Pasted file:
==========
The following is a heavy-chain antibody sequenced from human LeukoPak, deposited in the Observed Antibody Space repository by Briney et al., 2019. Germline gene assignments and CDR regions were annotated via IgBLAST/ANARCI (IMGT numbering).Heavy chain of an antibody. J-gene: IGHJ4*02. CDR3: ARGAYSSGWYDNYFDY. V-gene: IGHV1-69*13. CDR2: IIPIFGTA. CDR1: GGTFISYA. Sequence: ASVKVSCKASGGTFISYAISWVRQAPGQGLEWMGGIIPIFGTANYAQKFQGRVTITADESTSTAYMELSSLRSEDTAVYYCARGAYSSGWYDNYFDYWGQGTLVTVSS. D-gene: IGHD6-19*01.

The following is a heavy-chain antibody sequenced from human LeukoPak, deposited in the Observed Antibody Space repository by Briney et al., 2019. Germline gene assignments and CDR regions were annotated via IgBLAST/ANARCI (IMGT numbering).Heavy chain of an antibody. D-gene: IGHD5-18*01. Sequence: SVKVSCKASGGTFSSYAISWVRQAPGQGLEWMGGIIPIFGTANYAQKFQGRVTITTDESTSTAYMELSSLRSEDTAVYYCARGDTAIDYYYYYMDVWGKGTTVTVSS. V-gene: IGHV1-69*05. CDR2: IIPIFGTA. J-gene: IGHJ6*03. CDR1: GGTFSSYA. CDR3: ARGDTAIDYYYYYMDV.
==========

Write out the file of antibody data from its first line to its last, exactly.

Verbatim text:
The following is a heavy-chain antibody sequenced from human LeukoPak, deposited in the Observed Antibody Space repository by Briney et al., 2019. Germline gene assignments and CDR regions were annotated via IgBLAST/ANARCI (IMGT numbering).Heavy chain of an antibody. J-gene: IGHJ4*02. CDR3: ARGAYSSGWYDNYFDY. V-gene: IGHV1-69*13. CDR2: IIPIFGTA. CDR1: GGTFISYA. Sequence: ASVKVSCKASGGTFISYAISWVRQAPGQGLEWMGGIIPIFGTANYAQKFQGRVTITADESTSTAYMELSSLRSEDTAVYYCARGAYSSGWYDNYFDYWGQGTLVTVSS. D-gene: IGHD6-19*01.

The following is a heavy-chain antibody sequenced from human LeukoPak, deposited in the Observed Antibody Space repository by Briney et al., 2019. Germline gene assignments and CDR regions were annotated via IgBLAST/ANARCI (IMGT numbering).Heavy chain of an antibody. D-gene: IGHD5-18*01. Sequence: SVKVSCKASGGTFSSYAISWVRQAPGQGLEWMGGIIPIFGTANYAQKFQGRVTITTDESTSTAYMELSSLRSEDTAVYYCARGDTAIDYYYYYMDVWGKGTTVTVSS. V-gene: IGHV1-69*05. CDR2: IIPIFGTA. J-gene: IGHJ6*03. CDR1: GGTFSSYA. CDR3: ARGDTAIDYYYYYMDV.